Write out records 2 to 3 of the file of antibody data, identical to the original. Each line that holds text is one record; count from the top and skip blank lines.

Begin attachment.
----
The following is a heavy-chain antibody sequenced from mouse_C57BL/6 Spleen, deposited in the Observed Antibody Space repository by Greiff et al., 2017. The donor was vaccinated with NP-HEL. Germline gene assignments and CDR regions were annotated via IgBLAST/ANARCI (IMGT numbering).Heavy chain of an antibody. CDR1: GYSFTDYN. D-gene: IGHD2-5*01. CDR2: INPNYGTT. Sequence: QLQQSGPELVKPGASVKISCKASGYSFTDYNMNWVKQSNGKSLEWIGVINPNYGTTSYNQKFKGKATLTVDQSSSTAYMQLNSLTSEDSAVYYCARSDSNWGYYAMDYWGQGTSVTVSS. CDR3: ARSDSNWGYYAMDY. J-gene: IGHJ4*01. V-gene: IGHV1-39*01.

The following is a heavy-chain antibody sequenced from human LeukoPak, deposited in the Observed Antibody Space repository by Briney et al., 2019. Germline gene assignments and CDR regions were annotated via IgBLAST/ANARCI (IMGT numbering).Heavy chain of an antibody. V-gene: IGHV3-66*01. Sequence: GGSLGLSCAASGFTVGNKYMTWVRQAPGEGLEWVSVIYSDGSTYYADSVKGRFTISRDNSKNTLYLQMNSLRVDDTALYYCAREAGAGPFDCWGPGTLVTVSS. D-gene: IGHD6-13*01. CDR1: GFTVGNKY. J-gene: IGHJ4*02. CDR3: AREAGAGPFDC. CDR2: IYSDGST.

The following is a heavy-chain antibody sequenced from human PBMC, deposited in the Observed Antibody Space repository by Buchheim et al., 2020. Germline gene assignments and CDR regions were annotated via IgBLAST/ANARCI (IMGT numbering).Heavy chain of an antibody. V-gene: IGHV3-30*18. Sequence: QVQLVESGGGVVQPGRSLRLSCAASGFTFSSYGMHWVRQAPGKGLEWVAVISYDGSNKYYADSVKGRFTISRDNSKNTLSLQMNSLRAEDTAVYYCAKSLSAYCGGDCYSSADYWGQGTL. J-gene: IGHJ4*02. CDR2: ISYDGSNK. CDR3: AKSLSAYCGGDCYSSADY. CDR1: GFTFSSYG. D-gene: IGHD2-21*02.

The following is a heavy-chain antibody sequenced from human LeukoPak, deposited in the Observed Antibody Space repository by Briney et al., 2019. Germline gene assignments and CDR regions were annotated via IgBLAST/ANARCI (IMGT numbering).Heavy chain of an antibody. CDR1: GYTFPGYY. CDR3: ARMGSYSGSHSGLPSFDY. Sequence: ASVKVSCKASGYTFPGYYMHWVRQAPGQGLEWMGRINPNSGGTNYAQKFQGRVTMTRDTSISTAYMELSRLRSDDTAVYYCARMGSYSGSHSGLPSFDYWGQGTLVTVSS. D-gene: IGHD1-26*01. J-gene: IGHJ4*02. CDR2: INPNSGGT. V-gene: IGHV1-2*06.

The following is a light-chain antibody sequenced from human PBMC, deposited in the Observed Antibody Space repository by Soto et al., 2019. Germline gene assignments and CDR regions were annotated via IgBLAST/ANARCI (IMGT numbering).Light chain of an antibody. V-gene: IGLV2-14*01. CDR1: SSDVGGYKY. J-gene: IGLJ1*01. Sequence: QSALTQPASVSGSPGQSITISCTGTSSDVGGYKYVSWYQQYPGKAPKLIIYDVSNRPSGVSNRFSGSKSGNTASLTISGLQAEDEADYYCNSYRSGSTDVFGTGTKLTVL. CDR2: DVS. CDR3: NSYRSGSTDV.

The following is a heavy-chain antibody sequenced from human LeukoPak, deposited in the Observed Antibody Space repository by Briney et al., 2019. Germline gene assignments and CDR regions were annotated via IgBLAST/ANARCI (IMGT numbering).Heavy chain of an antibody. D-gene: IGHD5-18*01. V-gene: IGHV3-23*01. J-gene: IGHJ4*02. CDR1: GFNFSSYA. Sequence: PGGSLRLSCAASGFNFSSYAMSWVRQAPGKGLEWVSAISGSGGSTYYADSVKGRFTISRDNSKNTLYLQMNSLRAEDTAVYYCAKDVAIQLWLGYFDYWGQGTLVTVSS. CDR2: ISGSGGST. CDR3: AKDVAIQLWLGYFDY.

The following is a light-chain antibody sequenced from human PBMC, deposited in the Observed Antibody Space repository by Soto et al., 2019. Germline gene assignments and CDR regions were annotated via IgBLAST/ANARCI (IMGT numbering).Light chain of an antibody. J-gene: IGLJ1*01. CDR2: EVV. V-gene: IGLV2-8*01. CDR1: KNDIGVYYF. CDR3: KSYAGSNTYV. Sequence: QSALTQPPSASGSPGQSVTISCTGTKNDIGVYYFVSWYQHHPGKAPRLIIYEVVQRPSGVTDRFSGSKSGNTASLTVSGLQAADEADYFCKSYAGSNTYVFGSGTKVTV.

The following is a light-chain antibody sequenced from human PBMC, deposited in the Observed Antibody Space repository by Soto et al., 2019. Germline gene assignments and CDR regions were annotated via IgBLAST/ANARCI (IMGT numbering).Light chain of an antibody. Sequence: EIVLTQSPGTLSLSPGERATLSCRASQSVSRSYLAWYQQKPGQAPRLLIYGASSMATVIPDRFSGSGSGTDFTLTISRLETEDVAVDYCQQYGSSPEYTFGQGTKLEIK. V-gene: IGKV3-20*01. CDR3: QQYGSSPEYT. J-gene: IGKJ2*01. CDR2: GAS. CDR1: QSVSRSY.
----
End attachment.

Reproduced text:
The following is a heavy-chain antibody sequenced from human LeukoPak, deposited in the Observed Antibody Space repository by Briney et al., 2019. Germline gene assignments and CDR regions were annotated via IgBLAST/ANARCI (IMGT numbering).Heavy chain of an antibody. V-gene: IGHV3-66*01. Sequence: GGSLGLSCAASGFTVGNKYMTWVRQAPGEGLEWVSVIYSDGSTYYADSVKGRFTISRDNSKNTLYLQMNSLRVDDTALYYCAREAGAGPFDCWGPGTLVTVSS. D-gene: IGHD6-13*01. CDR1: GFTVGNKY. J-gene: IGHJ4*02. CDR3: AREAGAGPFDC. CDR2: IYSDGST.

The following is a heavy-chain antibody sequenced from human PBMC, deposited in the Observed Antibody Space repository by Buchheim et al., 2020. Germline gene assignments and CDR regions were annotated via IgBLAST/ANARCI (IMGT numbering).Heavy chain of an antibody. V-gene: IGHV3-30*18. Sequence: QVQLVESGGGVVQPGRSLRLSCAASGFTFSSYGMHWVRQAPGKGLEWVAVISYDGSNKYYADSVKGRFTISRDNSKNTLSLQMNSLRAEDTAVYYCAKSLSAYCGGDCYSSADYWGQGTL. J-gene: IGHJ4*02. CDR2: ISYDGSNK. CDR3: AKSLSAYCGGDCYSSADY. CDR1: GFTFSSYG. D-gene: IGHD2-21*02.